A recent Research Letter published by the Journal of the American Medical Association describes an online study of 261 dermatologists to whom sunscreen data was presented in different ways. The goal was to see how it impacted their perception of sunscreen efficacy.
It is well-known that a sun protection factor (SPF) indicates a sunscreen’s effectiveness in preventing sunburn. And from a technical standpoint, sunburn depends on the amount of erythema-inducing radiation (EIR) that actually reaches the skin; not the amount absorbed by sunscreens.
As such, as the authors explain, doubling an SPF from 30 to 60 does, in fact, halve the percentage of EIR transmitted to the skin; from 3.3% to 1.7%. This means the media and health professionals often incorrectly state that SPF levels above 30 offer only minor improvements in sun protection.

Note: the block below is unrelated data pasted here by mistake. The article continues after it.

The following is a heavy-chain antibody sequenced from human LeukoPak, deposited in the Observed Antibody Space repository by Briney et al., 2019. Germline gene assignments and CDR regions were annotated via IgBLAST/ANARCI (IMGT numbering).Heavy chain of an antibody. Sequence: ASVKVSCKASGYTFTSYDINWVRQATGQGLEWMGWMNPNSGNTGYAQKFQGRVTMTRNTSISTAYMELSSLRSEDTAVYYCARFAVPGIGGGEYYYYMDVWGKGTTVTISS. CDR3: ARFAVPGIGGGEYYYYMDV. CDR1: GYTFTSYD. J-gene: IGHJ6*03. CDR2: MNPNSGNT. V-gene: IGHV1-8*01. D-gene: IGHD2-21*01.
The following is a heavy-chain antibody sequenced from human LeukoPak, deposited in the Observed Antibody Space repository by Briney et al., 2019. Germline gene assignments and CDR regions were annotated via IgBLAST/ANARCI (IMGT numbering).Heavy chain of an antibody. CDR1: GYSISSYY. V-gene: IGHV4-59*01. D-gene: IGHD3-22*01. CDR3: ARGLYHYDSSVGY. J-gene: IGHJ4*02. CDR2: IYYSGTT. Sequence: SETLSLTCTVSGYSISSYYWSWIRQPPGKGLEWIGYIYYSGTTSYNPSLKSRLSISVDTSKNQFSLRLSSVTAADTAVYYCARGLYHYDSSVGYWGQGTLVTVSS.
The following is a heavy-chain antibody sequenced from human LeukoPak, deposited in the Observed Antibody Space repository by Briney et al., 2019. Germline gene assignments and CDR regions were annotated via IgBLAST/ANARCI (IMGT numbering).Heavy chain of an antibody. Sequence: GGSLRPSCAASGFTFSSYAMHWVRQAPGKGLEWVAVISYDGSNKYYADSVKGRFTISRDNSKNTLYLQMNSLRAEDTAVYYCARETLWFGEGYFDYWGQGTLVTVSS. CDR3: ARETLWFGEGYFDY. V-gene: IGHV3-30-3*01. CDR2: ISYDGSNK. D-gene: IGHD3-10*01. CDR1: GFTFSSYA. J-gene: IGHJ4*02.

To understand how dermatologists were interpreting sunscreen efficacy, researchers presented them with the SPF values of three products (SPF 15, 30 and 60), and the EIR absorption and EIR transmission percentages of each. When SPF data was given, dermatologists gave sunscreen efficacy ratings that were slightly higher with increasing SPFs than ratings for transmission data. Interestingly, the lowest sunscreen efficacy ratings were given with the absorption data.
SPF ratings and sunscreen testing have been sources of debate for decades. They even leave experts scratching their heads. And with rising rates of skin cancer worldwide, the pressure is especially on to get it right. This may mean a new test protocol, novel UV filters or even a new approach to sun protection that redefines the product category.
Regardless of the outcome, one thing is for sure: we'll be scratching our heads a while, first.